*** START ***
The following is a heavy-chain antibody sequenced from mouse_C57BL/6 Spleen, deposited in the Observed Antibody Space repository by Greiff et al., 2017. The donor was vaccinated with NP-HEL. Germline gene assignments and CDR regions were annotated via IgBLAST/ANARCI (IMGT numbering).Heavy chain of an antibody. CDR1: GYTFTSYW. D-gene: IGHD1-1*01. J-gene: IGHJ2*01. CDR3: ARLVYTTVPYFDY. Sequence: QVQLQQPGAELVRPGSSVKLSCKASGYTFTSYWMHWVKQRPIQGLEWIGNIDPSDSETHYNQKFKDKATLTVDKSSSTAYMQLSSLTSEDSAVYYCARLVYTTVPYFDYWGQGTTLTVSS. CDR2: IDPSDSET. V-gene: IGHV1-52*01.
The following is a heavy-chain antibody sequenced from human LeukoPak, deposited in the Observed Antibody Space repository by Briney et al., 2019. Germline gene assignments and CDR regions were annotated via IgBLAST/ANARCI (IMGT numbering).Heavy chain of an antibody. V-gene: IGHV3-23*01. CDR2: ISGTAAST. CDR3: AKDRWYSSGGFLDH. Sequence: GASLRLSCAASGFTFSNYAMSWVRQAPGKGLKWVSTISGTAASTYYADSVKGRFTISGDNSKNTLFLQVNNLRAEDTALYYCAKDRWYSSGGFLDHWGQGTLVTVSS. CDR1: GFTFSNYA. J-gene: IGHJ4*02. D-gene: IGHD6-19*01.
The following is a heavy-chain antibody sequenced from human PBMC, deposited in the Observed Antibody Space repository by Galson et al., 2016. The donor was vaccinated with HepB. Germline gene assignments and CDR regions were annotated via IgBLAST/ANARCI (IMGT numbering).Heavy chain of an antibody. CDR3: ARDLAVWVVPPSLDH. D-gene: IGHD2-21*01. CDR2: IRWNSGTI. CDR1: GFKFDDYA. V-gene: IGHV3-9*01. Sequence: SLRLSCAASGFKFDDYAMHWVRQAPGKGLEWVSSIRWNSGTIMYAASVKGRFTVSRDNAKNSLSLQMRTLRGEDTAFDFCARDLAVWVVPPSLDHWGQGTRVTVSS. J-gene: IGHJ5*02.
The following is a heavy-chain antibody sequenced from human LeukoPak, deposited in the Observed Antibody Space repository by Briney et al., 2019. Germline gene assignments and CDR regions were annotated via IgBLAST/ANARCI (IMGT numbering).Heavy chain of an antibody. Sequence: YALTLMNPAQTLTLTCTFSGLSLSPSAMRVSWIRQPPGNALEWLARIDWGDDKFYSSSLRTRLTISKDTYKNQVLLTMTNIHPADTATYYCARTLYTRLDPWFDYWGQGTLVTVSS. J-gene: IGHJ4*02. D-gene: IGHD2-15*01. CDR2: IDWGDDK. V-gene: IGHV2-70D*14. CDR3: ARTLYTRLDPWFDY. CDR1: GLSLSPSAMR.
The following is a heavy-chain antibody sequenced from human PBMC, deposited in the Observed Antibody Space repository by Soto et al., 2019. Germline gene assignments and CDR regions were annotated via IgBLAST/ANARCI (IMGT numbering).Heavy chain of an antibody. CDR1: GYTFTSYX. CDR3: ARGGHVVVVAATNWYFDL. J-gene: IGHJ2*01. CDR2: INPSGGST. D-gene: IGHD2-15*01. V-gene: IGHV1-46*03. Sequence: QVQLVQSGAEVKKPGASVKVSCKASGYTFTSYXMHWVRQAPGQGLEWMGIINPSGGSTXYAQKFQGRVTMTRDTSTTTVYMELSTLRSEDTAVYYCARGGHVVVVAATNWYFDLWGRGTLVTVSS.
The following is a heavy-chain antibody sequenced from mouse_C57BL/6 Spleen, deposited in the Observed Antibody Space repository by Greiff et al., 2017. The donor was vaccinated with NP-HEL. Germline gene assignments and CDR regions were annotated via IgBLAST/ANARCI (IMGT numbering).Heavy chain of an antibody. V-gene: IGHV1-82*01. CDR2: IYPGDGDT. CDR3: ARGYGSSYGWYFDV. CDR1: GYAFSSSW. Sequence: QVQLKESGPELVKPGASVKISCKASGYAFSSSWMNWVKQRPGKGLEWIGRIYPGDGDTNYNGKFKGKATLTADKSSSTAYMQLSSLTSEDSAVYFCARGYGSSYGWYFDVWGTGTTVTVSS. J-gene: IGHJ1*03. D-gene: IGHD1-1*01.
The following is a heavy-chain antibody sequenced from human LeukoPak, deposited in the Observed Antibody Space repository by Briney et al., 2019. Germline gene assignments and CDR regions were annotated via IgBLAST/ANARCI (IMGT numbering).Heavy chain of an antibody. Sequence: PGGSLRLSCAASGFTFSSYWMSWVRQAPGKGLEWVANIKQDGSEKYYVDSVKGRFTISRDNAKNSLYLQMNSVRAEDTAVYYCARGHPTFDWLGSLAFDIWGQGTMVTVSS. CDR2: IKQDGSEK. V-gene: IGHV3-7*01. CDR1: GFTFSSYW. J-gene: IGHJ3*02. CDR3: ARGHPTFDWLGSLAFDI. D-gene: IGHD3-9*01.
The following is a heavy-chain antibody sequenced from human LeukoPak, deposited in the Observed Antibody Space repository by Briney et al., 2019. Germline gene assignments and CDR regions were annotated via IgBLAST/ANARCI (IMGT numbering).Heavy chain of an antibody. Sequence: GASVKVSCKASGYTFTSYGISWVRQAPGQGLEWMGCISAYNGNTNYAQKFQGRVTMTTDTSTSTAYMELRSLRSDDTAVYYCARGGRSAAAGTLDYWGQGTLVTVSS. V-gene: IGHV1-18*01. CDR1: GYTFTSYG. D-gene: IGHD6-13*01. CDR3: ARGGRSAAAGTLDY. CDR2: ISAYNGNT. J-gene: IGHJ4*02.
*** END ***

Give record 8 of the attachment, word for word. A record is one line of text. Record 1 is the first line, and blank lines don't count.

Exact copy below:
The following is a heavy-chain antibody sequenced from human LeukoPak, deposited in the Observed Antibody Space repository by Briney et al., 2019. Germline gene assignments and CDR regions were annotated via IgBLAST/ANARCI (IMGT numbering).Heavy chain of an antibody. Sequence: GASVKVSCKASGYTFTSYGISWVRQAPGQGLEWMGCISAYNGNTNYAQKFQGRVTMTTDTSTSTAYMELRSLRSDDTAVYYCARGGRSAAAGTLDYWGQGTLVTVSS. V-gene: IGHV1-18*01. CDR1: GYTFTSYG. D-gene: IGHD6-13*01. CDR3: ARGGRSAAAGTLDY. CDR2: ISAYNGNT. J-gene: IGHJ4*02.